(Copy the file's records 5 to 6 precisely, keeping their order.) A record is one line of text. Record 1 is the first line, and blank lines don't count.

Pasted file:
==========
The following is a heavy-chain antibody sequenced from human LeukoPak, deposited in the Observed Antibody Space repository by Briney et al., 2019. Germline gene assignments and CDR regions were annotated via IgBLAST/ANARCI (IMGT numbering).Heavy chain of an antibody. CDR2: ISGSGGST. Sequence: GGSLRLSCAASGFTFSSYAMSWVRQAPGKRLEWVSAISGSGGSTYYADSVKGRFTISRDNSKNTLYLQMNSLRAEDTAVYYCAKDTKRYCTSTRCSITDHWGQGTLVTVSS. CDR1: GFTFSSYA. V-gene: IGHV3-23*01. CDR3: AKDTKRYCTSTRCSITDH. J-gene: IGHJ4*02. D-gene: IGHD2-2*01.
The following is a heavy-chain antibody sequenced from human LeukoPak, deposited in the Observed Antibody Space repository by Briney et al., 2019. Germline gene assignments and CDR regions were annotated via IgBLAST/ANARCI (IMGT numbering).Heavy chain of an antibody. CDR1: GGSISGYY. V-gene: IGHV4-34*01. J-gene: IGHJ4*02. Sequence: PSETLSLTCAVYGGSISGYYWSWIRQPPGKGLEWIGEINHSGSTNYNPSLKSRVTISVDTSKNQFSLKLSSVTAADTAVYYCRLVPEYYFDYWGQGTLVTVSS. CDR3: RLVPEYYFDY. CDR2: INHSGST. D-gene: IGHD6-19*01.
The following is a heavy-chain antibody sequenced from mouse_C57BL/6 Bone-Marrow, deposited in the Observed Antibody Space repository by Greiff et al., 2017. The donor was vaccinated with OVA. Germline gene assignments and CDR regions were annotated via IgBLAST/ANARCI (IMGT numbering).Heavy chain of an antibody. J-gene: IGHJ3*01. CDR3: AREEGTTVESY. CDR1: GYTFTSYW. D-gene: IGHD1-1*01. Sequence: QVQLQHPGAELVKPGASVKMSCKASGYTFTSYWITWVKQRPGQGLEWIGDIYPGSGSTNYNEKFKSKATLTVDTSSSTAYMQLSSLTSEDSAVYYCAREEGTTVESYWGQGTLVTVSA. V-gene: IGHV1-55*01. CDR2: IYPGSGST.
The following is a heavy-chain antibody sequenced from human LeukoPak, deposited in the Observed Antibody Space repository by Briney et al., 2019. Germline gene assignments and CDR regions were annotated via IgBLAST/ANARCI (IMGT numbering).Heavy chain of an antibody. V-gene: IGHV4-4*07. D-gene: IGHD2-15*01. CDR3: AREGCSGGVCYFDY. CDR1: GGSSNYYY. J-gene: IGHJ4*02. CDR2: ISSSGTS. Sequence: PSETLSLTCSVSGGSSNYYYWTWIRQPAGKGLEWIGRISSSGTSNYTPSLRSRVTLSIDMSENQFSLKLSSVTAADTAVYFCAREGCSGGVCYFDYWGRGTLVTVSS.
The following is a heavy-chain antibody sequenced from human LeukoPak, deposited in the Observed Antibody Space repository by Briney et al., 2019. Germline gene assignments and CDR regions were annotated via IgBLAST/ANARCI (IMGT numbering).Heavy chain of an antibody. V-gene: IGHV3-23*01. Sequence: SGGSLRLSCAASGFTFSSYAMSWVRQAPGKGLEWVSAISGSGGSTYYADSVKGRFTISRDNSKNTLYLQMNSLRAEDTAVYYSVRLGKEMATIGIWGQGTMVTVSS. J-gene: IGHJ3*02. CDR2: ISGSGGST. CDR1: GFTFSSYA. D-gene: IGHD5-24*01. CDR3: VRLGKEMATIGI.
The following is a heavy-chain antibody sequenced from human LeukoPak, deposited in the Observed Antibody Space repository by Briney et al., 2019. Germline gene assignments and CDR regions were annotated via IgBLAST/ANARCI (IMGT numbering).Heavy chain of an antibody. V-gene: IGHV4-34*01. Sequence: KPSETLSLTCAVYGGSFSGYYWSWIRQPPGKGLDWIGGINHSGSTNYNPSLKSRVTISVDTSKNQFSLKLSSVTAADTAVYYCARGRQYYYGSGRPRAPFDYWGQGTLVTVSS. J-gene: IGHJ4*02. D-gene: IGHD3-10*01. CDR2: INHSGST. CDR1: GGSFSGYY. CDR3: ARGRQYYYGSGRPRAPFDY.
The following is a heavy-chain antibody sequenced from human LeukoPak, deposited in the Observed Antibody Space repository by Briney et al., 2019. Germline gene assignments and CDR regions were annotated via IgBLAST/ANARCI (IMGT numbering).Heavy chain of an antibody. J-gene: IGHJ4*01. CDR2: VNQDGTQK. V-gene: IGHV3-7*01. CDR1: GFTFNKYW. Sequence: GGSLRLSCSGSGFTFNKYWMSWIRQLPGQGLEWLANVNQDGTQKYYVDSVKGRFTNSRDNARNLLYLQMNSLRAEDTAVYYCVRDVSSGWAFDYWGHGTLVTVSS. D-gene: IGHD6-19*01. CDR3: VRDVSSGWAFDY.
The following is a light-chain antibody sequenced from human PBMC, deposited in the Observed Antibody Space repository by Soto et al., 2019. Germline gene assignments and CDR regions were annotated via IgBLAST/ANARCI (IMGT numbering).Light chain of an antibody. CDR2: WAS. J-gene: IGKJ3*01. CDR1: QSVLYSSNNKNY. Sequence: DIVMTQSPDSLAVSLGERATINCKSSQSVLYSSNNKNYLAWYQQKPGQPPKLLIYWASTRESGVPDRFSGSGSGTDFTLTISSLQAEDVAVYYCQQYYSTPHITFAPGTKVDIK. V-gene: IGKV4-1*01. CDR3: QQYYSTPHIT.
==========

The following is a heavy-chain antibody sequenced from human LeukoPak, deposited in the Observed Antibody Space repository by Briney et al., 2019. Germline gene assignments and CDR regions were annotated via IgBLAST/ANARCI (IMGT numbering).Heavy chain of an antibody. V-gene: IGHV3-23*01. Sequence: SGGSLRLSCAASGFTFSSYAMSWVRQAPGKGLEWVSAISGSGGSTYYADSVKGRFTISRDNSKNTLYLQMNSLRAEDTAVYYSVRLGKEMATIGIWGQGTMVTVSS. J-gene: IGHJ3*02. CDR2: ISGSGGST. CDR1: GFTFSSYA. D-gene: IGHD5-24*01. CDR3: VRLGKEMATIGI.
The following is a heavy-chain antibody sequenced from human LeukoPak, deposited in the Observed Antibody Space repository by Briney et al., 2019. Germline gene assignments and CDR regions were annotated via IgBLAST/ANARCI (IMGT numbering).Heavy chain of an antibody. V-gene: IGHV4-34*01. Sequence: KPSETLSLTCAVYGGSFSGYYWSWIRQPPGKGLDWIGGINHSGSTNYNPSLKSRVTISVDTSKNQFSLKLSSVTAADTAVYYCARGRQYYYGSGRPRAPFDYWGQGTLVTVSS. J-gene: IGHJ4*02. D-gene: IGHD3-10*01. CDR2: INHSGST. CDR1: GGSFSGYY. CDR3: ARGRQYYYGSGRPRAPFDY.